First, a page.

As an Olympian in 1968, 1972 and 1976 he won a total of eight medals (four gold, two silver and two bronze): In 1968 and 1972 he won gold in both the 100 m and 200 m backstroke, while in 1976 he was third in the 100 m backstroke, the winner John Naber, the American who took the pace on where Matthes had left it between 1967 and 1976:
|58.4||Roland Matthes||September 21, 1967||Leipzig, East Germany|
|58.0||Roland Matthes||October 26, 1968||Mexico City, Mexico|
|57.8||Roland Matthes||August 23, 1969||Würzburg, West Germany|
|56.9||Roland Matthes||September 8, 1970||Barcelona, Spain|
|56.7||Roland Matthes||September 4, 1971||Leipzig, East Germany|
|56.3||Roland Matthes||April 8, 1972||Moscow, USSR|
|56.30||Roland Matthes||September 4, 1972||Munich, West Germany|
|56.19||John Naber||July 18, 1976||Montreal, Canada|
|2:07.9||Roland Matthes||–||Leipzig, East Germany|
|2:07.5||Roland Matthes||14 August 1968||GDR Olympic Trials||Leipzig, East Germany|
|2:07.4||Roland Matthes||12 July 1969||Santa Clara Invitational||Santa Clara, United States|
|2:06.6||Gary Hall||14 August 1969||AAU Nationals||Louisville, United States|
|2:06.6||Roland Matthes||29 August 1969||–||Berlin, West Germany|
|2:06.3||Mike Stamm||20 August 1970||AAU Nationals||Los Angeles, United States|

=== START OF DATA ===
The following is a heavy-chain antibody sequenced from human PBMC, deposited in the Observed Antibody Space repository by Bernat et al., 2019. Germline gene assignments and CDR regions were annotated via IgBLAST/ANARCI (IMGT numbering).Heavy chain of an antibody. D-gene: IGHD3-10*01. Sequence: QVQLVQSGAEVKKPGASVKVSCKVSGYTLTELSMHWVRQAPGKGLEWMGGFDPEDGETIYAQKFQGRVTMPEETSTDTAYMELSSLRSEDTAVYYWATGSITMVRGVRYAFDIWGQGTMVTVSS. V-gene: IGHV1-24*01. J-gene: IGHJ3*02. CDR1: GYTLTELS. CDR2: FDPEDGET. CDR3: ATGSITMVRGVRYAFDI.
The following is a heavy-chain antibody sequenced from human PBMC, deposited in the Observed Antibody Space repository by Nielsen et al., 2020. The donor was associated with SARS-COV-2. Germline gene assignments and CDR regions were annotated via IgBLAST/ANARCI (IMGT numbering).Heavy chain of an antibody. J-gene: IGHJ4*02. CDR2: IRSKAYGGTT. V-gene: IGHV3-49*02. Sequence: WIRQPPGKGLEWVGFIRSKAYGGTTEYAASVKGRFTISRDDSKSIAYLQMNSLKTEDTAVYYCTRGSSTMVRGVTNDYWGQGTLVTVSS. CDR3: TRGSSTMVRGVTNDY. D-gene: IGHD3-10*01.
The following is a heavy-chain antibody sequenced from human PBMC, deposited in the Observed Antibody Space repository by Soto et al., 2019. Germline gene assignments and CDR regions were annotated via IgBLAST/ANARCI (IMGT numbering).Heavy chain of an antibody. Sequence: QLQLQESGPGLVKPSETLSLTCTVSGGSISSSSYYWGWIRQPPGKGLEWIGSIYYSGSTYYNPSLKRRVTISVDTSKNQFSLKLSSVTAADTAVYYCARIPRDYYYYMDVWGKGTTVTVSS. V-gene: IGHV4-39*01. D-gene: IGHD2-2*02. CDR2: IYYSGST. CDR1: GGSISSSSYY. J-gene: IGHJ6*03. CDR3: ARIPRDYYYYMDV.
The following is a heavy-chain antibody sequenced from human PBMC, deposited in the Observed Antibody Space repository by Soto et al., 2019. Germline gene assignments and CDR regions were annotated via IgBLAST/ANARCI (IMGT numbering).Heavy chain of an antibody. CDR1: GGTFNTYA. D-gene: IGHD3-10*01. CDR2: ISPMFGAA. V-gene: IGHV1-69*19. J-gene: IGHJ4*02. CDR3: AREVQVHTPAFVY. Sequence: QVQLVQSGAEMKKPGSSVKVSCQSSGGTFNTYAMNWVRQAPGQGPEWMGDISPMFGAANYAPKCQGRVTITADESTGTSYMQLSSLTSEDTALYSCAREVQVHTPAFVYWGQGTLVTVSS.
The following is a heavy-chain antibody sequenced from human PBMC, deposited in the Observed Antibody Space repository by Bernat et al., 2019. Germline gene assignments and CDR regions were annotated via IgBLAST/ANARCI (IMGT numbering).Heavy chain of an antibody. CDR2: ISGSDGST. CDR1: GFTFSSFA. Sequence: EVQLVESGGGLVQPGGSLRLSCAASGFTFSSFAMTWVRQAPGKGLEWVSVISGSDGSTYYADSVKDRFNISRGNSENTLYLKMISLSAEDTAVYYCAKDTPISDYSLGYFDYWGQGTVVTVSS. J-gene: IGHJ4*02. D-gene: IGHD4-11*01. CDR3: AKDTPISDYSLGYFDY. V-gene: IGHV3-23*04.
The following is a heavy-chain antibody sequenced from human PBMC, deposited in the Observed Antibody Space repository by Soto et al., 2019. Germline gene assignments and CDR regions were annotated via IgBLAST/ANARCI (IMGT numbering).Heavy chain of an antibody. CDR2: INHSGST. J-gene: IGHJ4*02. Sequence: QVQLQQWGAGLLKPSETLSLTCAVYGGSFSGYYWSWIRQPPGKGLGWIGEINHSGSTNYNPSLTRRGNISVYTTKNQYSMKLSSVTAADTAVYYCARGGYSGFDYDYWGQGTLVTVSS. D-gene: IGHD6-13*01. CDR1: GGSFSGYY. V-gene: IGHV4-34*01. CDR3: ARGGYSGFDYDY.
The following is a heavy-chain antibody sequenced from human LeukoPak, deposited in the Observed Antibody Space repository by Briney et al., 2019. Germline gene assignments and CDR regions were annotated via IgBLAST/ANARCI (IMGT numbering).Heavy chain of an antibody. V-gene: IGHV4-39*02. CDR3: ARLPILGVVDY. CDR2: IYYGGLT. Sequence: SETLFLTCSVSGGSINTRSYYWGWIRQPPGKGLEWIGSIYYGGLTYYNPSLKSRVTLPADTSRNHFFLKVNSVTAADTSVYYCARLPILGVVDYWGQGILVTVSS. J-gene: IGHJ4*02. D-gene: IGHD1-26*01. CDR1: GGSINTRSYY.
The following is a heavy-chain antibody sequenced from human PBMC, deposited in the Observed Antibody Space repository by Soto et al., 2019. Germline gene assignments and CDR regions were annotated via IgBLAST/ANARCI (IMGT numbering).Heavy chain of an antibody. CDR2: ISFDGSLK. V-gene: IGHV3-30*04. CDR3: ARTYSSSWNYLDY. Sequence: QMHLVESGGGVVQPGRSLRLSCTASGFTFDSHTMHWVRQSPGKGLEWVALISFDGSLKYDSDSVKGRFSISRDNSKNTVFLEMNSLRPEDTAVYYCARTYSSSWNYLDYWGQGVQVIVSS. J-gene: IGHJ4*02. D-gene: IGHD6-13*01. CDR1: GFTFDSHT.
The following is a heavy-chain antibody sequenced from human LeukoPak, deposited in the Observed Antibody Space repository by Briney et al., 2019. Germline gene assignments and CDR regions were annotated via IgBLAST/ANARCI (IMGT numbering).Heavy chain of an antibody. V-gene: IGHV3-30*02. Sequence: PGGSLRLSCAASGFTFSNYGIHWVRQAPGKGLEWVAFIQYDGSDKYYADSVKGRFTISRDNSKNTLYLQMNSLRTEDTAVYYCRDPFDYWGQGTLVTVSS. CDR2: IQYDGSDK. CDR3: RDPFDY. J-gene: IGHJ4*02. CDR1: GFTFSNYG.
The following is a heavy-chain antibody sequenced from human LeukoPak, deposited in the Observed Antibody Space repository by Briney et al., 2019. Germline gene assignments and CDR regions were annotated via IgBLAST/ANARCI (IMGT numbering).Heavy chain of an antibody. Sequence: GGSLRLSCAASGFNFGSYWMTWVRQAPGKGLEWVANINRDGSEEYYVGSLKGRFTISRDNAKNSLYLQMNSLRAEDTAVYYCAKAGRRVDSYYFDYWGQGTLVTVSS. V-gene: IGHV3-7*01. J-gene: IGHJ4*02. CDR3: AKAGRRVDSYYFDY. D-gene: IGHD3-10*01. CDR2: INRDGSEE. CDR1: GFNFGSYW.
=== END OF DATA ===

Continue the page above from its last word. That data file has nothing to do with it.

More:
|2:06.1||Roland Matthes||11 September 1970||European Championships||Barcelona, Spain|
|2:05.6||Roland Matthes||3 September 1971||GDR vs USA Duel||Leipzig, East Germany|
|2:02.8||Roland Matthes||10 July 1972||GDR Olympic Trials||Leipzig, East Germany|
|2:02.82||Roland Matthes||2 September 1972||1972 Summer Olympics||Munich, West Germany|
|2:01.87||Roland Matthes||6 September 1973||World Championships||Belgrade, Socialist Federal Republic of Yugoslavia|
|2:00.64||John Naber||19 June 1976||USA Olympic Trials||Long Beach, United States|
In Olympic waters, there was silver in the 4×100m team medley in 1968 and 1972, and a bronze medal in the 4×100m freestyle relay in 1972. At Montreal 1976, as the GDR’s women dominated, Matthes was the only East German male swimmer to win a medal.
In 1973 in Belgrade he became the first World champion over 100m and 200m backstroke and claimed silver in the 4×100 m medley and bronze in the 4×100 m freestyle. Two years later in 1975, he defended his world title in the 100m backstroke.
At the European championships in 1970 in Barcelona and 1974 in Vienna he won all four titles for the 100 and 200m backstroke. Additionally, in Barcelona he won the individual silver for the 100m freestyle, gold with the 4×100 m medley team, and bronze with both the 4×100 and 4×200 m freestyle teams. In Vienna, he also won the individual silver for 100m butterfly, and claimed bronze with the 4×100m freestyle.
He was selected East German Sports personality of the Year seven times, in 1967–1971, 1973 and 1975.
From 1970 to 1977, Matthes studied sport sciences at DHfK in Leipzig and from 1978 to 1984 he studied medicine at the University of Jena, years before the birthplace of the Oral Turinabol at the heart of State Plan 14:25. Matthes always denied any involvement with doping.
Matthes In Swim Numbers